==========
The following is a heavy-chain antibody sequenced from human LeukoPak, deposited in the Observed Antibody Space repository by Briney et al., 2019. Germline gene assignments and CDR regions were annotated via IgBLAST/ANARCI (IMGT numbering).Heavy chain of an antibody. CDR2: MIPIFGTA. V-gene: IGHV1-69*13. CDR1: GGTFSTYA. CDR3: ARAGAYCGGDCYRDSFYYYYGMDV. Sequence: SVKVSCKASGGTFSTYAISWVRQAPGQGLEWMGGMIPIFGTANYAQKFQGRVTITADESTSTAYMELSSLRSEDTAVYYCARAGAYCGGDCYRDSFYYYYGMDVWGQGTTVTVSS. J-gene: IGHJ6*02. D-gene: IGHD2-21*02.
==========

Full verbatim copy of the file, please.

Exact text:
The following is a heavy-chain antibody sequenced from human LeukoPak, deposited in the Observed Antibody Space repository by Briney et al., 2019. Germline gene assignments and CDR regions were annotated via IgBLAST/ANARCI (IMGT numbering).Heavy chain of an antibody. CDR2: MIPIFGTA. V-gene: IGHV1-69*13. CDR1: GGTFSTYA. CDR3: ARAGAYCGGDCYRDSFYYYYGMDV. Sequence: SVKVSCKASGGTFSTYAISWVRQAPGQGLEWMGGMIPIFGTANYAQKFQGRVTITADESTSTAYMELSSLRSEDTAVYYCARAGAYCGGDCYRDSFYYYYGMDVWGQGTTVTVSS. J-gene: IGHJ6*02. D-gene: IGHD2-21*02.